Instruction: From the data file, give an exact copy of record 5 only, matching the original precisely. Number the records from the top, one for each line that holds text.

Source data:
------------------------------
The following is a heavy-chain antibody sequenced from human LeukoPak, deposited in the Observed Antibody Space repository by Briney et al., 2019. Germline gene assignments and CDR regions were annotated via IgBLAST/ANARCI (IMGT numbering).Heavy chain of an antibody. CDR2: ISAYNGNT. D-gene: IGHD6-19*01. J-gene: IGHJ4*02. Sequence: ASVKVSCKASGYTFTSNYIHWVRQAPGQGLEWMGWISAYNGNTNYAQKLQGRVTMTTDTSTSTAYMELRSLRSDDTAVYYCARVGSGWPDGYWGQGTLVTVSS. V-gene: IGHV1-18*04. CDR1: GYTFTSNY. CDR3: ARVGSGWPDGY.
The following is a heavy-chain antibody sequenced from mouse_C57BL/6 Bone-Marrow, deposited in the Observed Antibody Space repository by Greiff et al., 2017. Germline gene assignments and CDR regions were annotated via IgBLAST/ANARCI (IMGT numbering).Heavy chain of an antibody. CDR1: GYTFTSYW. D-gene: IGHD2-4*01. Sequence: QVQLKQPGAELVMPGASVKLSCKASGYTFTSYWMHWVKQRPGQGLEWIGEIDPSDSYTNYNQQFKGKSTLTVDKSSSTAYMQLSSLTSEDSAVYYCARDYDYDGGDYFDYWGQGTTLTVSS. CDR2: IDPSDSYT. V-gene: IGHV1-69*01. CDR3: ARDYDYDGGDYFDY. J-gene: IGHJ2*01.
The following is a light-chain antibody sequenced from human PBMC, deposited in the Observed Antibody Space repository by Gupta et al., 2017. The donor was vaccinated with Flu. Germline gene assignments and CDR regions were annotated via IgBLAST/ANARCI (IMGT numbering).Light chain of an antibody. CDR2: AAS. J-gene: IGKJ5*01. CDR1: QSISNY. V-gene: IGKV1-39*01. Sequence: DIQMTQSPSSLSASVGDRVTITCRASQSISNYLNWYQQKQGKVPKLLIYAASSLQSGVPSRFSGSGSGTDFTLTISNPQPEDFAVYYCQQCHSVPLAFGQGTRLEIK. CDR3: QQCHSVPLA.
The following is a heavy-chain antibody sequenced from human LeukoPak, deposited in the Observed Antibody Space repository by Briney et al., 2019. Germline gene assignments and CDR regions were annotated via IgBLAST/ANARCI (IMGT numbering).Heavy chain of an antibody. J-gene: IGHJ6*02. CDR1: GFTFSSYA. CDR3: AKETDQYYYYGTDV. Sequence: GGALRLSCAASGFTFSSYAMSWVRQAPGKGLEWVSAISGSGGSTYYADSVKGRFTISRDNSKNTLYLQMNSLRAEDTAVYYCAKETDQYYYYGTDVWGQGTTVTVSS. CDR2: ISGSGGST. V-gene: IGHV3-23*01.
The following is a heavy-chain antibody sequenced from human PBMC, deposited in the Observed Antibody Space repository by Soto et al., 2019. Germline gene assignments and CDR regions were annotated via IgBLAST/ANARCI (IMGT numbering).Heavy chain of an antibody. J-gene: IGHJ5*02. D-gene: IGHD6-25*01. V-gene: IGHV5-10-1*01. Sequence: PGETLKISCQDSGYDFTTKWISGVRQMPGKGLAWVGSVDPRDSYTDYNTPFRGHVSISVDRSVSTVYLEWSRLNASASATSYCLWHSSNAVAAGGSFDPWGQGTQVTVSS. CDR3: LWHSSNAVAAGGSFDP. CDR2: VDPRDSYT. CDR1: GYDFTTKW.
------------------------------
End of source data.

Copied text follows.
The following is a heavy-chain antibody sequenced from human PBMC, deposited in the Observed Antibody Space repository by Soto et al., 2019. Germline gene assignments and CDR regions were annotated via IgBLAST/ANARCI (IMGT numbering).Heavy chain of an antibody. J-gene: IGHJ5*02. D-gene: IGHD6-25*01. V-gene: IGHV5-10-1*01. Sequence: PGETLKISCQDSGYDFTTKWISGVRQMPGKGLAWVGSVDPRDSYTDYNTPFRGHVSISVDRSVSTVYLEWSRLNASASATSYCLWHSSNAVAAGGSFDPWGQGTQVTVSS. CDR3: LWHSSNAVAAGGSFDP. CDR2: VDPRDSYT. CDR1: GYDFTTKW.